How To Fish Artificial Lures Under A Popping Cork (Plus Top 4 Mistakes)


It’s popping cork time!

Popping corks are excellent at attracting predator fish because they sound just like a mullet or other baitfish getting rowdy on the surface.

When that redfish or trout comes to see what’s going on, lo and behold there’s a delicious shrimp or lure hanging out there just begging to be eaten and…


Fish on!

But there’s a right way and a wrong way to use popping corks, plus several common mistakes most anglers make.

So we brought back Capt. Mark “Hollywood” Johnson from to teach us the right way to use a popping cork.

If you’ve ever wanted to know how to properly use a popping cork to catch more fish, then watch the video below now.


How To Fish A Popping Cork [VIDEO]

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➡ Get your popping corks here

I love the way Capt. Mark teaches!

He has years of experience as a guide and he’s seen it all, including the best (and worst) ways to use popping corks.

Now let’s dive into how to use popping corks.

How To Cast While Using A Popping Cork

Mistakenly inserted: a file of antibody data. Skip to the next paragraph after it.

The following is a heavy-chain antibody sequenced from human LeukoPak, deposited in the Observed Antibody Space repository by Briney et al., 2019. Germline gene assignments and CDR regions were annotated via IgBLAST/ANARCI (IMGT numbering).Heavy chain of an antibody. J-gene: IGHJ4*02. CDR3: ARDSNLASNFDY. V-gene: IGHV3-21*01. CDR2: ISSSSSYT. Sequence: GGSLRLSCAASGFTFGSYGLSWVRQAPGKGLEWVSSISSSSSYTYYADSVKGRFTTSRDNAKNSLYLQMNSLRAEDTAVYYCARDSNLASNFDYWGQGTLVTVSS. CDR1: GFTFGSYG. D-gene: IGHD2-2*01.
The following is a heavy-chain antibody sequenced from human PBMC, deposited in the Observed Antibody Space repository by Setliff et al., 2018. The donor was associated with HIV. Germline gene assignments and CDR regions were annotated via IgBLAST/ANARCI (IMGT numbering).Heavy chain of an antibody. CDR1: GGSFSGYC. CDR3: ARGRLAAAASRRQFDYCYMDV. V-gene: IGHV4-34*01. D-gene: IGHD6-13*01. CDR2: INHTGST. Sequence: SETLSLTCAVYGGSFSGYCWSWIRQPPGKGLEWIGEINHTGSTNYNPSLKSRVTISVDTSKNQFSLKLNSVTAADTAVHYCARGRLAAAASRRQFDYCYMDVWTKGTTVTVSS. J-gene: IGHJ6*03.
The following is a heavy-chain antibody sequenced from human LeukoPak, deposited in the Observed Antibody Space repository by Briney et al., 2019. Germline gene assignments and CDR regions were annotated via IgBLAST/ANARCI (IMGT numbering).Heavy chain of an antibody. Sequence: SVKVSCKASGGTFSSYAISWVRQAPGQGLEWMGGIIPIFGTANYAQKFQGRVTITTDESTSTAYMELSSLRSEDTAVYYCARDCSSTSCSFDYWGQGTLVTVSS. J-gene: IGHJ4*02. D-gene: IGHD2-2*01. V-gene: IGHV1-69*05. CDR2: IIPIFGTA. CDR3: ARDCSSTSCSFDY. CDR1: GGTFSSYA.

bull redfish caught on a popping cork

Here’s a theme you’ll notice with popping corks: it’s easy to get tangled up if you’re not using them correctly.

When you cast, you don’t want to snap it out there.

This will cause the cork and leader to start spinning, which will increase the chances of them getting tangled.

Instead, you want to gently lob it out there and minimize cork and lure revolutions.

This is the first step to successfully fishing with a popping cork.

Next, we’ll dive into how to actually work your cork.

How To Work The Cork For More Strikes

trout caught using 90-10 Fishing Rule

Before we get into the actual “popping” of the popping cork, here are two things you need to remember in order to not get tangled:

  1. Keep the line tight between the cork and your rod tip
  2. Keep your rod tip pointed at the cork (and not up or to the side)

When you pop your cork, you want to do it abruptly.

If you do it slowly, it won’t make that nice popping sound that attracts predator fish.

Also, doing it quickly allows for the cork to just pop while staying in the strike zone, and not drag through the water closer to you.

As far as how often to pop, Capt. Mark will do one to a few pops, while always making sure to have a pause that allows the lure to settle and give the fish an opportunity to eat it.

Popping Cork Mistakes

how to catch redfish

Here are some of the most common mistakes Capt. Mark sees from anglers using popping corks.

Mistake #1: Holding the rod at 90 degrees to their side